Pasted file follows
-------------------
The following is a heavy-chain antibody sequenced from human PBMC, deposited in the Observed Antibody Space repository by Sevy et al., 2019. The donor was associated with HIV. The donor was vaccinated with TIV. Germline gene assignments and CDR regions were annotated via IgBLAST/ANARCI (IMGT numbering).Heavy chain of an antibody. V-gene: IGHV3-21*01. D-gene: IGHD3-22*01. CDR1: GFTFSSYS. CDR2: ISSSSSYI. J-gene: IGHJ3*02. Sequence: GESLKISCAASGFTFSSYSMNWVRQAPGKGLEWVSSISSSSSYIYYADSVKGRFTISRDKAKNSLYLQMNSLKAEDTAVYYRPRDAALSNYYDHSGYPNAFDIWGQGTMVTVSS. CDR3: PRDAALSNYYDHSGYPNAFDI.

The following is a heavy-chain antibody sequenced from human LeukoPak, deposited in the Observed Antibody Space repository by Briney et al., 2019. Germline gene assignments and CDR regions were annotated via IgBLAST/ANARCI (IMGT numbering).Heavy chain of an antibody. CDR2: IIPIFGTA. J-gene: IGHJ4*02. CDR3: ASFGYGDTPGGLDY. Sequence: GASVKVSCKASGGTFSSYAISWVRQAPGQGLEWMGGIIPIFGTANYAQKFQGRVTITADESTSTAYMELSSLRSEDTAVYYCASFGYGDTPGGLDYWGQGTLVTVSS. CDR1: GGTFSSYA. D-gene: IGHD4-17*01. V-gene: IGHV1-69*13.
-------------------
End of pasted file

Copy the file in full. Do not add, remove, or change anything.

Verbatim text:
The following is a heavy-chain antibody sequenced from human PBMC, deposited in the Observed Antibody Space repository by Sevy et al., 2019. The donor was associated with HIV. The donor was vaccinated with TIV. Germline gene assignments and CDR regions were annotated via IgBLAST/ANARCI (IMGT numbering).Heavy chain of an antibody. V-gene: IGHV3-21*01. D-gene: IGHD3-22*01. CDR1: GFTFSSYS. CDR2: ISSSSSYI. J-gene: IGHJ3*02. Sequence: GESLKISCAASGFTFSSYSMNWVRQAPGKGLEWVSSISSSSSYIYYADSVKGRFTISRDKAKNSLYLQMNSLKAEDTAVYYRPRDAALSNYYDHSGYPNAFDIWGQGTMVTVSS. CDR3: PRDAALSNYYDHSGYPNAFDI.

The following is a heavy-chain antibody sequenced from human LeukoPak, deposited in the Observed Antibody Space repository by Briney et al., 2019. Germline gene assignments and CDR regions were annotated via IgBLAST/ANARCI (IMGT numbering).Heavy chain of an antibody. CDR2: IIPIFGTA. J-gene: IGHJ4*02. CDR3: ASFGYGDTPGGLDY. Sequence: GASVKVSCKASGGTFSSYAISWVRQAPGQGLEWMGGIIPIFGTANYAQKFQGRVTITADESTSTAYMELSSLRSEDTAVYYCASFGYGDTPGGLDYWGQGTLVTVSS. CDR1: GGTFSSYA. D-gene: IGHD4-17*01. V-gene: IGHV1-69*13.